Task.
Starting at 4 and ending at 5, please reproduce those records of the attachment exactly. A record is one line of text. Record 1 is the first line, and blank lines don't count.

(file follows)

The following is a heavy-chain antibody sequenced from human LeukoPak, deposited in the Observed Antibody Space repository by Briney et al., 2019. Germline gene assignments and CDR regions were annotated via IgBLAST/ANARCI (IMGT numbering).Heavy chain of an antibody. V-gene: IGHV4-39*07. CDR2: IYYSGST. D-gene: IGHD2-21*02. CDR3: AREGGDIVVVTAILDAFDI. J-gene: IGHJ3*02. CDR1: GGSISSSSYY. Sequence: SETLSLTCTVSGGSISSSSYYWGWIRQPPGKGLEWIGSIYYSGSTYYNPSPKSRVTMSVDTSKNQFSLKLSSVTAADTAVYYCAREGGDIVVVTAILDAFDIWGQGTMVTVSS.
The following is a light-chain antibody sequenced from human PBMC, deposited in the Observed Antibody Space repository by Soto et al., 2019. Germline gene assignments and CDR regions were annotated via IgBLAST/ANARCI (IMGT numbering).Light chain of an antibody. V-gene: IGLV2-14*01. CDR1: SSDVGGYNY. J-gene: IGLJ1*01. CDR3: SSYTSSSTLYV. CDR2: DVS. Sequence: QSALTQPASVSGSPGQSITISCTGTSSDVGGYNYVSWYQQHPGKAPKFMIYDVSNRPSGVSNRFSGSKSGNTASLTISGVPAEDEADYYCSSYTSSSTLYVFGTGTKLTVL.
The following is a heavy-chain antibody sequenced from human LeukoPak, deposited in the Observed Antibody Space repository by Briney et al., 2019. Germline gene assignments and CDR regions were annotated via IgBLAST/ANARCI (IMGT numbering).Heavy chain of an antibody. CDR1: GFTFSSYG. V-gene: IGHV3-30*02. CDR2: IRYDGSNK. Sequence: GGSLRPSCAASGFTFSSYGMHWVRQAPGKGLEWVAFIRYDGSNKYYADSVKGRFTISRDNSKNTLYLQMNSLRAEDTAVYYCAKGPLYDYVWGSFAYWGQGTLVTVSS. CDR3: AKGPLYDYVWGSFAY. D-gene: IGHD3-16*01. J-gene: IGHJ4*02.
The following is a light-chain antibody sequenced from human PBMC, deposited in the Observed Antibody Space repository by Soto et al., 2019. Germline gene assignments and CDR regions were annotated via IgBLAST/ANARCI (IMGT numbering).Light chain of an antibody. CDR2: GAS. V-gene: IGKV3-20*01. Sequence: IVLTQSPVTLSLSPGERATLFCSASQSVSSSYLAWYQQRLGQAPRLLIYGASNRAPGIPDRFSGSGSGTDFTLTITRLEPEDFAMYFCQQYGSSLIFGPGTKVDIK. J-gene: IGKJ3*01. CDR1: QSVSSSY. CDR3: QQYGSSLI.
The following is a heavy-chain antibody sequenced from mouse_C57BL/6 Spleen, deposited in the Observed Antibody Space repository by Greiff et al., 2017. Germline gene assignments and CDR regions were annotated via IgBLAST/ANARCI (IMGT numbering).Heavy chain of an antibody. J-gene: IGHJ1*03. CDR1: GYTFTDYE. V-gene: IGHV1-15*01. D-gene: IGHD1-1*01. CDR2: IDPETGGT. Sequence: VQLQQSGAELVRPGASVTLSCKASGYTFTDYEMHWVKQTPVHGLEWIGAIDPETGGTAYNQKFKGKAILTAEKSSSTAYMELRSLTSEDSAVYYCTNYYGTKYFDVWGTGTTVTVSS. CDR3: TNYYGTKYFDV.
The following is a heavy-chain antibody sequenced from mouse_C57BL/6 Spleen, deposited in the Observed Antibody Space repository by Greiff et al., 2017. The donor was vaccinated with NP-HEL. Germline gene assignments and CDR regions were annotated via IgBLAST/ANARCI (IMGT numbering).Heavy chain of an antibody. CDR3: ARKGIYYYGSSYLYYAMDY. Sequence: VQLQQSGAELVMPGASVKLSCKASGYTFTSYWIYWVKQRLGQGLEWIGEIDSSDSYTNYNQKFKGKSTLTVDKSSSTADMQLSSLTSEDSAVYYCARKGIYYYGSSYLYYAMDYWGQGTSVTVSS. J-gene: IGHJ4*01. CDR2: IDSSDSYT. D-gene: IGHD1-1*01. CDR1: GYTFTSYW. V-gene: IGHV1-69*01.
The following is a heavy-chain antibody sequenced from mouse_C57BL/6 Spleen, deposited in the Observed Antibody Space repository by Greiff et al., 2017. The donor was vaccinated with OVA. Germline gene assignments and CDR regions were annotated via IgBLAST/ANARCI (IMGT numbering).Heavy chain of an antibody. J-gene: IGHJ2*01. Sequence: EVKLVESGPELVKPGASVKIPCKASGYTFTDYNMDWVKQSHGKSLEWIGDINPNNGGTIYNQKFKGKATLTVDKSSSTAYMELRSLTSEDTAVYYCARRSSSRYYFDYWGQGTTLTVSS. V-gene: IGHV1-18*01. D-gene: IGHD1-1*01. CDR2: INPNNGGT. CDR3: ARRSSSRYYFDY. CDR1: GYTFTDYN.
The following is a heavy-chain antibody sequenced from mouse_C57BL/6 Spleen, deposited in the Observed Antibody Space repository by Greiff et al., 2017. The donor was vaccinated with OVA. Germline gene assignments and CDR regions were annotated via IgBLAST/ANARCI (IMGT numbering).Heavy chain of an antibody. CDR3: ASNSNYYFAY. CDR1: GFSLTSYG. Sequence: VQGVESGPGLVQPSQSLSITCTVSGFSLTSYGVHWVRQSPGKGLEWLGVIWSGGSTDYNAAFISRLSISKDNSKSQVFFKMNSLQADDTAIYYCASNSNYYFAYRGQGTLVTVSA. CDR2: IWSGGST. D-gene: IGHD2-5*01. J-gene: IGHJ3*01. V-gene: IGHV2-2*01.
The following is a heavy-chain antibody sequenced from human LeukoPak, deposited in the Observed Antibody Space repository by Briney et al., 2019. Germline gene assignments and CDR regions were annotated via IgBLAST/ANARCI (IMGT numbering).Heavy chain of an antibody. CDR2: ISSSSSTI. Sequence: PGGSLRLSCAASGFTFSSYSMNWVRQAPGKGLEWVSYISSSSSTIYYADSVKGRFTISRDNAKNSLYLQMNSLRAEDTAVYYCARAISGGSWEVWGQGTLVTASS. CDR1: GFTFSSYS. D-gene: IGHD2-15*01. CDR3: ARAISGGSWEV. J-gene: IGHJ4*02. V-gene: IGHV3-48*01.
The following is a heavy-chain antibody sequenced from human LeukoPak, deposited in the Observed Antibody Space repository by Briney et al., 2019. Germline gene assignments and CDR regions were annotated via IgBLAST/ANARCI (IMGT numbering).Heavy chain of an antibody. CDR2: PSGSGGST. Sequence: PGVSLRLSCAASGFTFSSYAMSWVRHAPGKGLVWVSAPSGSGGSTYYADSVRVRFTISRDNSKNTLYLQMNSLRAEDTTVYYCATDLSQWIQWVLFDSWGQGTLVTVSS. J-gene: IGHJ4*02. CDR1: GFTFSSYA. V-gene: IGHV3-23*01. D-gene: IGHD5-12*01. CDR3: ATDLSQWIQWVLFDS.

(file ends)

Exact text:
The following is a light-chain antibody sequenced from human PBMC, deposited in the Observed Antibody Space repository by Soto et al., 2019. Germline gene assignments and CDR regions were annotated via IgBLAST/ANARCI (IMGT numbering).Light chain of an antibody. CDR2: GAS. V-gene: IGKV3-20*01. Sequence: IVLTQSPVTLSLSPGERATLFCSASQSVSSSYLAWYQQRLGQAPRLLIYGASNRAPGIPDRFSGSGSGTDFTLTITRLEPEDFAMYFCQQYGSSLIFGPGTKVDIK. J-gene: IGKJ3*01. CDR1: QSVSSSY. CDR3: QQYGSSLI.
The following is a heavy-chain antibody sequenced from mouse_C57BL/6 Spleen, deposited in the Observed Antibody Space repository by Greiff et al., 2017. Germline gene assignments and CDR regions were annotated via IgBLAST/ANARCI (IMGT numbering).Heavy chain of an antibody. J-gene: IGHJ1*03. CDR1: GYTFTDYE. V-gene: IGHV1-15*01. D-gene: IGHD1-1*01. CDR2: IDPETGGT. Sequence: VQLQQSGAELVRPGASVTLSCKASGYTFTDYEMHWVKQTPVHGLEWIGAIDPETGGTAYNQKFKGKAILTAEKSSSTAYMELRSLTSEDSAVYYCTNYYGTKYFDVWGTGTTVTVSS. CDR3: TNYYGTKYFDV.